All of a sudden Slade it seemed had the bit between their teeth and that look in their eyes when they fancy another dramatic fightback. Willingdon, a team who were relatively comfortable for large portions of the game started to look a little uneasy. The game had become a lot more open, which was perhaps playing more so to the visitors, as playing through the organised and compact Willingdon was somewhat problematic. The Slade fightback was almost dealt another blow as Willingdon had the ball in the net again, only for it to be flagged off for offside. The Willingdon striker slotted home from the ball striking the post, but drifted a yard offside on the original strike, and remained active. Unfortunately, as the game drifted towards the latter stages, and Slade still lacking the cutting edge in the final third, the three-goal margin was re-gained. Slade were applying pressure, but Willingdon were defending in numbers and admirably, and a lack of control and composure in key areas. As Slade were pushing forward, it did leave us a little exposed, and as a ball was speculatively played forward to the lone striker, it seemed as though Steele and Rahaman would take care of things will little concern, but a mix up and a bit of discoordination meant that Willingdon striker would race away with the ball, before finishing expertly past the despairing Westgate. GOAL 1-4.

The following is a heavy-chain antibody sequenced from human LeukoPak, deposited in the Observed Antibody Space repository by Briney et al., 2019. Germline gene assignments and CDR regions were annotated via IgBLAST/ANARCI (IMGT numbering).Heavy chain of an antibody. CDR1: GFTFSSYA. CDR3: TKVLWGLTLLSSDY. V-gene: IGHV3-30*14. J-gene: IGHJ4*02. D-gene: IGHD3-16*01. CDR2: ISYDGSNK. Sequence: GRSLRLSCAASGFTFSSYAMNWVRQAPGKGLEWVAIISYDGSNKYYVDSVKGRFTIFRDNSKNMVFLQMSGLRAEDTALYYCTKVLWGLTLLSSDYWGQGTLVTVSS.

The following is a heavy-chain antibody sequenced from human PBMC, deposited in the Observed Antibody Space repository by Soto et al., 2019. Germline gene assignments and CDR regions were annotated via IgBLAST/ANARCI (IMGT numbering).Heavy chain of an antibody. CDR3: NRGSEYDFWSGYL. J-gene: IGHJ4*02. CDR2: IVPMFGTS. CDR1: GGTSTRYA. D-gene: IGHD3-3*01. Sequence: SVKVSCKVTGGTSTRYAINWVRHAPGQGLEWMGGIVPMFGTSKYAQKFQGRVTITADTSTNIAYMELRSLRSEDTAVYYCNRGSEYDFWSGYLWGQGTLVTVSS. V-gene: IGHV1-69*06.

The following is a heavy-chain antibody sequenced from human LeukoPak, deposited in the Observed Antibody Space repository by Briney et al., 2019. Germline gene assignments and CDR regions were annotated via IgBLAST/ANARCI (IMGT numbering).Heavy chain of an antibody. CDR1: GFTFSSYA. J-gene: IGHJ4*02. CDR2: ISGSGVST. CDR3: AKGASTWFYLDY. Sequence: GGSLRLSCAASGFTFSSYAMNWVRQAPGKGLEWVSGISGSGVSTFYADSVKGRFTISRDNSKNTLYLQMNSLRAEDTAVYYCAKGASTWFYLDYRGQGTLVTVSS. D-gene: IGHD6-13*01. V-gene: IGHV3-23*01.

Truth be told, Slade never ever dropped their heads, and continued to work very hard to get more goals. They went about their business as if they were chasing a winner, which received commendation from the Willingdon faithful on the side of the pitch. Their endeavour was rewarded with about 10 minutes left on the clock as a corner from the right hand side which took a flick off Stubbs, before dropping into the path of Neto. Neto needed little invitation to swivel on the spot, and striker with his left foot and into the goal, aided by a significant deflection. GOAL 2-4!